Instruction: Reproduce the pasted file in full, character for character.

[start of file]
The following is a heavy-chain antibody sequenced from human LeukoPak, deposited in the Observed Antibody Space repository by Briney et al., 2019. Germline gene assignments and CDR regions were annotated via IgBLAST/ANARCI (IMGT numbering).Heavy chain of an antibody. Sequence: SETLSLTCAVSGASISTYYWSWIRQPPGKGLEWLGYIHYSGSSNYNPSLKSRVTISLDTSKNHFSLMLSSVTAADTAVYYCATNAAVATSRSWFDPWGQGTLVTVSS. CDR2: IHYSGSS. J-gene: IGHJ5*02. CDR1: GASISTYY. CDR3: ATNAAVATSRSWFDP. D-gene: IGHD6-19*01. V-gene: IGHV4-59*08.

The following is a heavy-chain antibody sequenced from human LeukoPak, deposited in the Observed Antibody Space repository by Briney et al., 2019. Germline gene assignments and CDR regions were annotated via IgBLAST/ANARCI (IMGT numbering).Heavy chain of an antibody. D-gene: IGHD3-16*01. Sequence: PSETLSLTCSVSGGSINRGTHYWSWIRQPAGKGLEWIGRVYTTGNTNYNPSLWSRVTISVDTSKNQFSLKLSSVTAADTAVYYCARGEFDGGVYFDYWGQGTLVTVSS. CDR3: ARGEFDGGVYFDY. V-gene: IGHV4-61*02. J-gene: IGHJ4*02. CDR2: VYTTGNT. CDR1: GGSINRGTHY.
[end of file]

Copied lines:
The following is a heavy-chain antibody sequenced from human LeukoPak, deposited in the Observed Antibody Space repository by Briney et al., 2019. Germline gene assignments and CDR regions were annotated via IgBLAST/ANARCI (IMGT numbering).Heavy chain of an antibody. Sequence: SETLSLTCAVSGASISTYYWSWIRQPPGKGLEWLGYIHYSGSSNYNPSLKSRVTISLDTSKNHFSLMLSSVTAADTAVYYCATNAAVATSRSWFDPWGQGTLVTVSS. CDR2: IHYSGSS. J-gene: IGHJ5*02. CDR1: GASISTYY. CDR3: ATNAAVATSRSWFDP. D-gene: IGHD6-19*01. V-gene: IGHV4-59*08.

The following is a heavy-chain antibody sequenced from human LeukoPak, deposited in the Observed Antibody Space repository by Briney et al., 2019. Germline gene assignments and CDR regions were annotated via IgBLAST/ANARCI (IMGT numbering).Heavy chain of an antibody. D-gene: IGHD3-16*01. Sequence: PSETLSLTCSVSGGSINRGTHYWSWIRQPAGKGLEWIGRVYTTGNTNYNPSLWSRVTISVDTSKNQFSLKLSSVTAADTAVYYCARGEFDGGVYFDYWGQGTLVTVSS. CDR3: ARGEFDGGVYFDY. V-gene: IGHV4-61*02. J-gene: IGHJ4*02. CDR2: VYTTGNT. CDR1: GGSINRGTHY.